Poekoelan (which I always want to call Pokemon, thanks to the influence of my 8 yr old nephew) is a discipline based on traditional Indonesian martial arts forms. My writer pal Louise Rafkin, who runs Studio Naga, a Poekoelan school in Oakland, turned me onto it, when I was equally depressed last summer. There aren't very many Poekelon schools in general, but there is one in Chelsea, right near my old apartment on Hudson St. I started going to the early-morning class, which focused on self-defense. Just the warmup--stretches, kicks, running around the room--had me panting, and probably will even more now that I'm no longer living in a 5-floor walkup. But I need to go back, even though it's 30 minute subway ride away now. Sweat, discipline, counting to twenty in Indonesian, pushing my body instead of beating up on my mind. It's time.

Sunday, April 24, 2005

Seahorses and Gefilte Fish

Perhaps if Tasmania had been a normal place where you had a proper job, spent hours in traffic in order to spend more hours in a normal crush of anxieties waiting to return to a normal confinement, and where no-one ever dreamt what it was like to be a seahorse, abnormal things like becoming a fish wouldn’t happen to you.
I say perhaps , but frankly I am not sure.

-Richard Flanagan, Gould’s Book of Fish

And speaking of fish, it's that gefilte-fish time of year again. Happy Pesach! Got a call from my old friend Molly McKay on Saturday afternoon, asking for help with Seder recipes. Molly has been coming to my crowded studio-apartment Seders for years. Although I'm on the other side of the country these days, she's gotten into the Seder habit now, so this week she's hosting her own, with Supervisor Mark Leno and half a dozen other Bay Area political/activist hotshots in attendance. But first, Molly needed to know: did the horseradish go directly into the charoseth? Yikes! This is why long-distance phone service is a good thing. So I quickly explained that no, you eat the horseradish with the charoseth for the "Hillel sandwich," but you don't mix it in. I also explained the importance of using that nasty sweet kosher concord-grape wine for the charoseth; nice Baron Herzog cabernet WILL NOT DO. Trust me, I've tried, and it just doesn't taste right.

Passover food is, for me, some of the most intensely nostalgic, because it's strictly a once-a-year experience. Gefilte fish, matzoh balls, charoseth, even matzoh itself--I'm instantly back at my grandparents' table, with my grandfather Leo at the head of the table, leaning on a pillow, and my round little grandmother Fae dishing up the chicken soup and brisket.

Once I was on my own, I dropped all the Jewish observance I'd been brought up with for quite a while. I was free, I was in California, I was twenty-two and out and thrilled to be far, far away from the constraints of suburban New Jersey. Judaism meant Hebrew school and sitting outside the temple during the all-day Yom Kippur services making up songs about food (since it's a day of fasting) and not being able to eat the Easter candy we'd get from my other, non-Jewish grandmother when Easter fell during the 8 days of Passover, as it usually did (since the Last Supper was actually a Seder). Since there's (obviously) no such thing as kosher-for-passover Easter candy, we'd spend a a rambunctious day at Gussie's hunting for Easter eggs and Easter candy only to then tote our baskets home, where all the sparkly metallic foil-wrapped bunnies would have to sit there on our dressers, day after day, the Peeps hardening and the plastic grass falling onto the carpet. Temptation--for an 8 year old, that's Eve's apple right there, in the shape of a solid milk-chocolate bunny.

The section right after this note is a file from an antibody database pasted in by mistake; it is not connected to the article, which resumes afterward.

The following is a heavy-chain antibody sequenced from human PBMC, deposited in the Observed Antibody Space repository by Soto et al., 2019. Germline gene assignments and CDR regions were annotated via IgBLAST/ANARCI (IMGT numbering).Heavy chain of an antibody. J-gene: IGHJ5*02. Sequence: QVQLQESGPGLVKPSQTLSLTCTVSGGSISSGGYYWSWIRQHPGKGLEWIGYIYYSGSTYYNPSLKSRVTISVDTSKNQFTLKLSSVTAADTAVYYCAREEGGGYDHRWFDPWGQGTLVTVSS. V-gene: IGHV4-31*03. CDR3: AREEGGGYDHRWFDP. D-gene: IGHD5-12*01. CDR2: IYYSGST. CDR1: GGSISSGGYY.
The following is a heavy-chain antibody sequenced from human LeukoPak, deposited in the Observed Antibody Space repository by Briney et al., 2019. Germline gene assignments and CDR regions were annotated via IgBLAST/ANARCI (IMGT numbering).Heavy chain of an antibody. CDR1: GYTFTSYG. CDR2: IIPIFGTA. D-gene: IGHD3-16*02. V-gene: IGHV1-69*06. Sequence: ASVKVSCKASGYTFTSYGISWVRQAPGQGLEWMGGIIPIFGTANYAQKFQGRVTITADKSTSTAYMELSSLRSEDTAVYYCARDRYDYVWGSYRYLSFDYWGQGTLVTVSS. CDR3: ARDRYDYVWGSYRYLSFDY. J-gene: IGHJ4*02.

But then somewhere in the mid-90s, much to my surprise, the rituals and the sense of community and family and roots started tugging at me. I didn't go back to temple much, but I did start cooking. First it was a few people for a Rosh Hashanah dinner, with homemade round challah and apples and honey for dipping. A few months later, it was latkes and borscht for Chanukah. And then I got a Hagaddah out of the library, xeroxed half a dozen copies, and had my first on-my-own Seder.

Over the years, the guest list expanded, always including last-minute friends of roommates of friends, whether they were Jewish or not. Passover is like Jewish Thanksgiving; as long as you can possibly squeeze in one more chair, you have to open your door. There's even an injunction to this effect in the Haggadah--"Let all who are hungry come and eat." Traditionally, an extra plate is always laid, and it's a mitzvah (a good deed) to welcome a stranger to your table. Friends became family, coming together for the holidays year after year. One spring, the mystery guest was my roommate Steve's long-lost gay cousin and his WASP boyfriend; my best friend from college Paige, who's a kind of honorary Jewish lesbian (even though she's actually straight and goyishe), came pregnant one year and nursing a baby the next.

On one grand occasion, 13 people sat down for dinner in my tiny Valencia Street apartment. Folding chairs filled my closets, as did garage-sale plates, a extra-long tablecloth, and Jackie's aunt's old Seder plate. I ended up writing my own Haggadah too, mixing in elements from several different Haggadot to make one that was inclusive and feminist and meaningful. (Although the story and rituals are always the same, there are hundreds of different ways to do a Seder, and hundreds of Haggadot, from Marxist to lesbian-feminist to super-traditional. The only Seder invitation I've ever bowed out of, though, was Jill's "nude erotic Seder." There, I draw the line.)